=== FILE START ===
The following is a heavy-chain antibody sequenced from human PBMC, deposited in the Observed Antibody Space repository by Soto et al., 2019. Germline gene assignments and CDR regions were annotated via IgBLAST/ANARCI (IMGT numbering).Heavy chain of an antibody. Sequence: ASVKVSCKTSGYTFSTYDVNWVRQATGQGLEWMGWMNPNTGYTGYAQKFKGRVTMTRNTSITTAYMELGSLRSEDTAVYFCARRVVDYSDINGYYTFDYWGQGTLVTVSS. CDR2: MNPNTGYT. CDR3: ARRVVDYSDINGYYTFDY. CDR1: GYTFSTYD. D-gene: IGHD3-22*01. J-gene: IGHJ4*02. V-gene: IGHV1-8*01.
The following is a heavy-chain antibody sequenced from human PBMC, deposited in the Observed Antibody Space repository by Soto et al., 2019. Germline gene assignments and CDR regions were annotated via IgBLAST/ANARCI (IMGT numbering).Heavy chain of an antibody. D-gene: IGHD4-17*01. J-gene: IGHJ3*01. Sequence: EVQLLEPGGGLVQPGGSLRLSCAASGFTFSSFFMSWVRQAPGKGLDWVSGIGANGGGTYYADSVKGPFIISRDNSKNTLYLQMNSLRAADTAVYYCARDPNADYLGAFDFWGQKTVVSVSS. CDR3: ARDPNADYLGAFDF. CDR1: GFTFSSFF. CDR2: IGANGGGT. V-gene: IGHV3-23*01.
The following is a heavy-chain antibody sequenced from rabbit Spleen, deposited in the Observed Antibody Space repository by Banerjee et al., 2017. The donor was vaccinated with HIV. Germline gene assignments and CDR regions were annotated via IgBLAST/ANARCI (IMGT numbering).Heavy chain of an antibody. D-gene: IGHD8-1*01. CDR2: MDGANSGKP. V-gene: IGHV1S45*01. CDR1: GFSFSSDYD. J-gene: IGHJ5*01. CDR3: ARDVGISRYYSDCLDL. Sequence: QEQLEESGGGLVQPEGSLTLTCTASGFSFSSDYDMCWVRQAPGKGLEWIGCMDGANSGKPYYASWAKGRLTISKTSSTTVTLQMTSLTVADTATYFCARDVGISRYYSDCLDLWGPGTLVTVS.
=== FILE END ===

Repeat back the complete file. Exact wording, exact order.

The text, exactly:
The following is a heavy-chain antibody sequenced from human PBMC, deposited in the Observed Antibody Space repository by Soto et al., 2019. Germline gene assignments and CDR regions were annotated via IgBLAST/ANARCI (IMGT numbering).Heavy chain of an antibody. Sequence: ASVKVSCKTSGYTFSTYDVNWVRQATGQGLEWMGWMNPNTGYTGYAQKFKGRVTMTRNTSITTAYMELGSLRSEDTAVYFCARRVVDYSDINGYYTFDYWGQGTLVTVSS. CDR2: MNPNTGYT. CDR3: ARRVVDYSDINGYYTFDY. CDR1: GYTFSTYD. D-gene: IGHD3-22*01. J-gene: IGHJ4*02. V-gene: IGHV1-8*01.
The following is a heavy-chain antibody sequenced from human PBMC, deposited in the Observed Antibody Space repository by Soto et al., 2019. Germline gene assignments and CDR regions were annotated via IgBLAST/ANARCI (IMGT numbering).Heavy chain of an antibody. D-gene: IGHD4-17*01. J-gene: IGHJ3*01. Sequence: EVQLLEPGGGLVQPGGSLRLSCAASGFTFSSFFMSWVRQAPGKGLDWVSGIGANGGGTYYADSVKGPFIISRDNSKNTLYLQMNSLRAADTAVYYCARDPNADYLGAFDFWGQKTVVSVSS. CDR3: ARDPNADYLGAFDF. CDR1: GFTFSSFF. CDR2: IGANGGGT. V-gene: IGHV3-23*01.
The following is a heavy-chain antibody sequenced from rabbit Spleen, deposited in the Observed Antibody Space repository by Banerjee et al., 2017. The donor was vaccinated with HIV. Germline gene assignments and CDR regions were annotated via IgBLAST/ANARCI (IMGT numbering).Heavy chain of an antibody. D-gene: IGHD8-1*01. CDR2: MDGANSGKP. V-gene: IGHV1S45*01. CDR1: GFSFSSDYD. J-gene: IGHJ5*01. CDR3: ARDVGISRYYSDCLDL. Sequence: QEQLEESGGGLVQPEGSLTLTCTASGFSFSSDYDMCWVRQAPGKGLEWIGCMDGANSGKPYYASWAKGRLTISKTSSTTVTLQMTSLTVADTATYFCARDVGISRYYSDCLDLWGPGTLVTVS.